A mourning warbler rests as a researcher gently clips an identification band around its leg. Jack Milton/Staff Photographer

In the last column, I described the techniques bird banders use to safely capture and fit birds with uniquely numbered aluminum bands. The Bird Banding Lab, a federal office, serves as the central repository for all banded birds. The data includes all recaptures or recoveries of banded birds.

The first banding of birds we know of was done by John James Audubon in eastern Pennsylvania. He tied some aluminum wire to some nesting eastern phoebes and found that the birds returned the following year to nest. By marking the birds, he was able to demonstrate that these birds are faithful to their nesting sites over the years.

Of course, the power of modern bird banding depends on banded birds being subsequently caught or found dead so the band number can be read. Knowing when the bird was banded provides information on the spatial movement of the bird as well as its minimum age.

The success of any banding program hinges on the rate at which banded birds are re-encountered. The chances of capturing a banded bird are obviously greater for resident birds. For migratory birds like shorebirds, warblers and many other birds, few banded birds will be re-encountered. But there are thousands of banded birds so at least a few are subsequently encountered by banders elsewhere.

For larger birds like geese or eagles, the band number can often be read directly with a spotting scope so such birds need not be recaptured to identify the individual.

Many banders now place color bands, in addition to the required aluminum bands, on captured birds. Color banding requires special permission from the Bird Banding Lab to ensure that banders in the same area are not duplicating banding combinations. By using a unique combination of color bands for each bird, one can identify individual birds without having to recapture them to read the band number. I used this technique to study the variation in visitation of feeders in black-capped chickadees and to gauge the stop-over duration of western sandpipers in Washington state.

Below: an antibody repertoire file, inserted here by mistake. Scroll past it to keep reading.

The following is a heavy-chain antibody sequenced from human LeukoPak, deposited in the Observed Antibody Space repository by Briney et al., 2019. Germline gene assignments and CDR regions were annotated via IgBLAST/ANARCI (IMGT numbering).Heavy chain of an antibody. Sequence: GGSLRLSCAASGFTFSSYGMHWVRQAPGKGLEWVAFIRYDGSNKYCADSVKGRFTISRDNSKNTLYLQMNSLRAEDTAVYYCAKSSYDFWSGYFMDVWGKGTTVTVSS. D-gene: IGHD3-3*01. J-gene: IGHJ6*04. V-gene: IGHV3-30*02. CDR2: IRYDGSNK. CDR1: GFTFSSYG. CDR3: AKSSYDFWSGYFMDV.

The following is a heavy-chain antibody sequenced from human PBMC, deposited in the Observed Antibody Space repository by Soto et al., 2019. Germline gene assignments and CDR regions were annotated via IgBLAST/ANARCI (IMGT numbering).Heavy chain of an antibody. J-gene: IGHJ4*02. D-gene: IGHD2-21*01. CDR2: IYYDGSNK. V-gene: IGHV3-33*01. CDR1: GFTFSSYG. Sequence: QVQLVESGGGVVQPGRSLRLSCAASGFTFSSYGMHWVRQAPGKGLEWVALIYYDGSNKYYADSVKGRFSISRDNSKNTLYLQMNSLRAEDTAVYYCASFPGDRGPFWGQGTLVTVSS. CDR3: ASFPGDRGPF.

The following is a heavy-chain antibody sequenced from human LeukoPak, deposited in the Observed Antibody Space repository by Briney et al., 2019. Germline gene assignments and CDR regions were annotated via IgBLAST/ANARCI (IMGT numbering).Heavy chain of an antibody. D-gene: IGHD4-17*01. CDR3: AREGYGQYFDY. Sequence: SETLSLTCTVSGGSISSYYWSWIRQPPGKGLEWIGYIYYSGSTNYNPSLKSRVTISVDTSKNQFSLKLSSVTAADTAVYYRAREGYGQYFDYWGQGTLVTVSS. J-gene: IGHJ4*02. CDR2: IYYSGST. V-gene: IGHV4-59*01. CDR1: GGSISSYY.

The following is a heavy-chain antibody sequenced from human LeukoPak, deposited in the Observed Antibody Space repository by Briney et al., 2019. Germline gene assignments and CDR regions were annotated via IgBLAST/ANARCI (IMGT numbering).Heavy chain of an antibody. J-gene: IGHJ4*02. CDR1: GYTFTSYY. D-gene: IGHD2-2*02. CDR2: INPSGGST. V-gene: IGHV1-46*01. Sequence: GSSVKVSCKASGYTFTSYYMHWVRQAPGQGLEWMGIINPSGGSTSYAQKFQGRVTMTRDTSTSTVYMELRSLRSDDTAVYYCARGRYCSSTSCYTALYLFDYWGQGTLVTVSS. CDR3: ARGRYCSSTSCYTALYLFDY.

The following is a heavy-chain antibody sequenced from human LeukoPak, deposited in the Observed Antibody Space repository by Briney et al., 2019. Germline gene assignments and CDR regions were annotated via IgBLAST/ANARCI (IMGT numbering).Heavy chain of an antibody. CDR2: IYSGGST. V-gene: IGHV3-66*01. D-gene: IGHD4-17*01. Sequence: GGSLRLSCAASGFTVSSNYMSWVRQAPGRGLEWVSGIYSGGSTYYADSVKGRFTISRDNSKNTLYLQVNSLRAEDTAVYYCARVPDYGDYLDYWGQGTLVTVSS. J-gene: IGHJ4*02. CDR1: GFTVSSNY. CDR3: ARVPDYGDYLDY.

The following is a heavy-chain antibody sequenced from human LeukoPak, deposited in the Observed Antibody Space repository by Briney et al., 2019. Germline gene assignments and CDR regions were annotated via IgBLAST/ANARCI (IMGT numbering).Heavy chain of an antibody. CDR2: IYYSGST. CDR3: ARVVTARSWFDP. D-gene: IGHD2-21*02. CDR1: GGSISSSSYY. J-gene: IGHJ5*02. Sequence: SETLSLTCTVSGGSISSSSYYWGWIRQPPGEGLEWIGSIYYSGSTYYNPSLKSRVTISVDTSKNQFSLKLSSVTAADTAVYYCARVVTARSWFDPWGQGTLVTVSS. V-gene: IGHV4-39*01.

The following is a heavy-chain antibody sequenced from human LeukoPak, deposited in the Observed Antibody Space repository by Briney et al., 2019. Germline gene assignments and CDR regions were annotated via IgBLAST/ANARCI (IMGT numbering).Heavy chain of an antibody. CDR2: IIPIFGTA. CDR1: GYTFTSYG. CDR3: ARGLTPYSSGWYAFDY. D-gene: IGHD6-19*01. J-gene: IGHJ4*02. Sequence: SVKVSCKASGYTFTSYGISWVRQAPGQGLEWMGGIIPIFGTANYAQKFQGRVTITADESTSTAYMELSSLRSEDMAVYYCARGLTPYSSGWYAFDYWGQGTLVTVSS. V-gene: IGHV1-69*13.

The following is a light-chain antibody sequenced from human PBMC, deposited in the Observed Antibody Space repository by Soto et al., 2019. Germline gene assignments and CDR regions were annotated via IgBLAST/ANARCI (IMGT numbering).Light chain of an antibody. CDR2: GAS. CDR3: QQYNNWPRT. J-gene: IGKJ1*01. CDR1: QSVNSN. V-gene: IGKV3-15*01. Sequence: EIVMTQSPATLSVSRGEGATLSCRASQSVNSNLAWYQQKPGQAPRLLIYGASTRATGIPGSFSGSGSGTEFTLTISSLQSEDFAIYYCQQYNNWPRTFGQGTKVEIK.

The Pan American Shorebird Program has instituted a valuable protocol followed by shorebird banders in North America. Banders fit captured birds with a standard numbered aluminum band and a plastic color band with an extension perpendicular to the shorebird’s leg. These elongated bands are appropriately called flags. Each region in the Americas has a unique color. Banders use white flags in Canada, green flags in the U.S., grey flags in Central America, pink flags in the Caribbean and so on.

The extension on the color band makes the flag easy to see through a spotting scope. One does not know the specific identity of a flagged shorebird without capturing it but if you see a shorebird with a red flag, you know it was banded in Chile. That is valuable information.

The millions of banding records and the thousands of recapture records are available to interested researchers. This database has been a boon to me in my studies of irruptions of finches and red-breasted nuthatches.

Here are a few of the ornithological discoveries that have been made possible by banding birds. Re-encounters of banded Arctic terns show they migrate from pole to pole, twice a year.

By following the disappearance of resident banded birds (presumably because they died), we know that many resident songbirds have a 50% chance of dying every year. So how about a chickadee banded in Minnesota that was recaptured 11.5 years later! That’s a ripe old age for a species where few even live to see a fourth birthday.

We have learned much about where different populations of birds winter. For instance, palm warblers do an interesting crisscross in migration. Populations breeding in the upper Midwest and the prairie provinces of Canada migrate southeast to winter in Florida while our eastern palm warblers migrate southwest to winter along the Gulf Coast.

Herb Wilson taught ornithology and other biology courses at Colby College. He welcomes reader comments and questions at [email protected]


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